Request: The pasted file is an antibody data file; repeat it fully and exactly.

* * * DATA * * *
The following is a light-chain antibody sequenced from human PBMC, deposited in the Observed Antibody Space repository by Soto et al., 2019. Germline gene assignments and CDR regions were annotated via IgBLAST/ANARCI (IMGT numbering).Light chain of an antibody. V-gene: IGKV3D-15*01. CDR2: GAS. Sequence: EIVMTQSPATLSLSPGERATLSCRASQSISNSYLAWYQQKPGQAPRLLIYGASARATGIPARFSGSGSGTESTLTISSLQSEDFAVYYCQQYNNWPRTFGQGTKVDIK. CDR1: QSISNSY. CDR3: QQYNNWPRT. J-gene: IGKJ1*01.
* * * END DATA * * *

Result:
The following is a light-chain antibody sequenced from human PBMC, deposited in the Observed Antibody Space repository by Soto et al., 2019. Germline gene assignments and CDR regions were annotated via IgBLAST/ANARCI (IMGT numbering).Light chain of an antibody. V-gene: IGKV3D-15*01. CDR2: GAS. Sequence: EIVMTQSPATLSLSPGERATLSCRASQSISNSYLAWYQQKPGQAPRLLIYGASARATGIPARFSGSGSGTESTLTISSLQSEDFAVYYCQQYNNWPRTFGQGTKVDIK. CDR1: QSISNSY. CDR3: QQYNNWPRT. J-gene: IGKJ1*01.